Australia is reconsidering joining the Asian Infrastructure Investment Bank following decisions by Britain and New Zealand to become members of the $50bn Chinese-led development bank.
The UK recently announced plans to become the first major Western country to join a Chinese-led development bank, which is aimed at helping to meet Asia’s need for trillions of dollars of investment in energy, power, transportation, telecommunications and other infrastructure sectors.
In a move aimed to bolster the UK’s relations with China, Chancellor George Osborne said Britain would join discussions with other founding members to set out the institution’s governance and accountability structures later this month.
US and Australian position on the AIIB
However, Australia, the US, Japan and Korea have so far declined to support the bank, citing concerns about its governance, particularly related to environmental and social safeguards, and the US administration made it clear it was displeased with Britain’s decision to join the Asian Infrastructure Investment Bank (AIIB).
A US official told the Financial Times: “We are wary about a trend toward constant accommodation of China, which is not the best way to engage a rising power.”
US secretary of state, John Kerry, whose spokeswoman, Jen Psaki, was quoted as saying last week: “Secretary Kerry has made clear directly to the Chinese as well as to other partners that we welcome the idea of an infrastructure bank for Asia but we strongly urge that it meet international standards of governance and transparency.”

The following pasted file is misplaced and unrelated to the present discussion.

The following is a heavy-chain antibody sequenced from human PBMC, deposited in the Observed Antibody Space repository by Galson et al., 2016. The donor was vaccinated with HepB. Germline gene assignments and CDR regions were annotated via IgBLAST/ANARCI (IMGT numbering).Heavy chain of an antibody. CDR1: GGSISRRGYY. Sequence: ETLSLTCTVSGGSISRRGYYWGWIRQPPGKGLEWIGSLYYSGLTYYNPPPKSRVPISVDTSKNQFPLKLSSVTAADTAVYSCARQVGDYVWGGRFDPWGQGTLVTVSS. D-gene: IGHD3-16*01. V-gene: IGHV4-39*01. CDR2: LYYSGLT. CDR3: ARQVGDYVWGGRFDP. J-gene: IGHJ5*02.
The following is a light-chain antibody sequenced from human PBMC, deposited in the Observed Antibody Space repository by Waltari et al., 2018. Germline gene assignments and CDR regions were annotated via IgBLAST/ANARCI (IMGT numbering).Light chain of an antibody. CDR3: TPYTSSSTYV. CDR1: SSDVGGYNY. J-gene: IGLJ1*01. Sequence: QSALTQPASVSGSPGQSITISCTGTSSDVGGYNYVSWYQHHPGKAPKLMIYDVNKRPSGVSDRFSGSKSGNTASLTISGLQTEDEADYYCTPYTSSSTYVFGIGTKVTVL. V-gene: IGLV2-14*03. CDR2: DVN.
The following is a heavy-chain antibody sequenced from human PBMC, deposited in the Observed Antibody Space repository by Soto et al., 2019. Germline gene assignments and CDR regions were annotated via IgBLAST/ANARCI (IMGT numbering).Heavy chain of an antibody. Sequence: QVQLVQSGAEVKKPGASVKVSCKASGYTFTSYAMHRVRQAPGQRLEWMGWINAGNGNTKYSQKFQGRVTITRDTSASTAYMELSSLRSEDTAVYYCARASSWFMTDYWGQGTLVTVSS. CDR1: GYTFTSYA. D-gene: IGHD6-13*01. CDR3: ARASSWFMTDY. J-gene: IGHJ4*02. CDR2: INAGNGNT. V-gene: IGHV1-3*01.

The statement echoed similar sentiments from the Australian Government which, in October, turned down China’s invitation to join the new Asian Infrastructure Investment Bank citing concerns over the Bank’s governance rules.
At the time, Australian Prime Minister, Tony Abbott said: “We would like to join, but it’s got to be a multilateral institution with the kind of transparency and the kind of governance arrangements that, for argument’s sake, the World Bank has.”
However, Australian Treasurer, Joe Hockey, told reporters in Sydney last Friday that, in light of the UK’s and NZ’s decision to support the bank, the Australian Government was reconsidering its position.
“Quite obviously China has improved the governance structure it is proposing for the Asian Infrastructure Investment Bank,” Mr Hockey said.
“So much so that New Zealand has now signed the MOU (memorandum of understanding), as has the UK.
“This is something that will obviously be taken into account by the government over the next few weeks as we continue our dialogue with those people behind the bank.”
Innes Willox, Chief Executive of the Australian Industry Group, said the Australian Government was right to rethink its opposition to joining the China-led Asia Infrastructure Investment Bank.
“With the recent conclusion of the three North Asian Free Trade Agreements, Australia’s integration with the region has never been greater, and this move will go further to consolidating relationships with our neighbours in the future,” said Mr Willox.
“Membership also has the potential to position Australia as a player in strategic decision making in regional infrastructure investment, an essential enabler to furthering Australia’s regional trade activities.”